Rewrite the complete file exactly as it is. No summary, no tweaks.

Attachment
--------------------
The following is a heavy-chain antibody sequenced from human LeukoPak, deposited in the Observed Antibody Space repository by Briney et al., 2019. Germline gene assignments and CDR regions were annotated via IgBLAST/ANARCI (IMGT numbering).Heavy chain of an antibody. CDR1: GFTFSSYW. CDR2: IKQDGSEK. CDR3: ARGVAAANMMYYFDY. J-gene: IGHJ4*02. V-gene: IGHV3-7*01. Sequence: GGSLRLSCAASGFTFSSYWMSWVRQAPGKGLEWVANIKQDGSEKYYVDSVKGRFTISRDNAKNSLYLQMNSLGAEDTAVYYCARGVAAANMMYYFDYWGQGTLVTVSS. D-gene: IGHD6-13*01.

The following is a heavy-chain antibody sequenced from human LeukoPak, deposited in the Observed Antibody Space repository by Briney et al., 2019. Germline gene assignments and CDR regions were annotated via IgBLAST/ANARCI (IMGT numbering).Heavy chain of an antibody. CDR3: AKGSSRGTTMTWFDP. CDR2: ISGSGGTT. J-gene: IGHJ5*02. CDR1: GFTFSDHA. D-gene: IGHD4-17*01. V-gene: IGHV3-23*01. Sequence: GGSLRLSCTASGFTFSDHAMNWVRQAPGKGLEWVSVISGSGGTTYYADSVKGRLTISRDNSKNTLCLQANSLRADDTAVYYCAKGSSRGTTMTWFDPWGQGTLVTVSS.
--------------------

The following is a heavy-chain antibody sequenced from human LeukoPak, deposited in the Observed Antibody Space repository by Briney et al., 2019. Germline gene assignments and CDR regions were annotated via IgBLAST/ANARCI (IMGT numbering).Heavy chain of an antibody. CDR1: GFTFSSYW. CDR2: IKQDGSEK. CDR3: ARGVAAANMMYYFDY. J-gene: IGHJ4*02. V-gene: IGHV3-7*01. Sequence: GGSLRLSCAASGFTFSSYWMSWVRQAPGKGLEWVANIKQDGSEKYYVDSVKGRFTISRDNAKNSLYLQMNSLGAEDTAVYYCARGVAAANMMYYFDYWGQGTLVTVSS. D-gene: IGHD6-13*01.

The following is a heavy-chain antibody sequenced from human LeukoPak, deposited in the Observed Antibody Space repository by Briney et al., 2019. Germline gene assignments and CDR regions were annotated via IgBLAST/ANARCI (IMGT numbering).Heavy chain of an antibody. CDR3: AKGSSRGTTMTWFDP. CDR2: ISGSGGTT. J-gene: IGHJ5*02. CDR1: GFTFSDHA. D-gene: IGHD4-17*01. V-gene: IGHV3-23*01. Sequence: GGSLRLSCTASGFTFSDHAMNWVRQAPGKGLEWVSVISGSGGTTYYADSVKGRLTISRDNSKNTLCLQANSLRADDTAVYYCAKGSSRGTTMTWFDPWGQGTLVTVSS.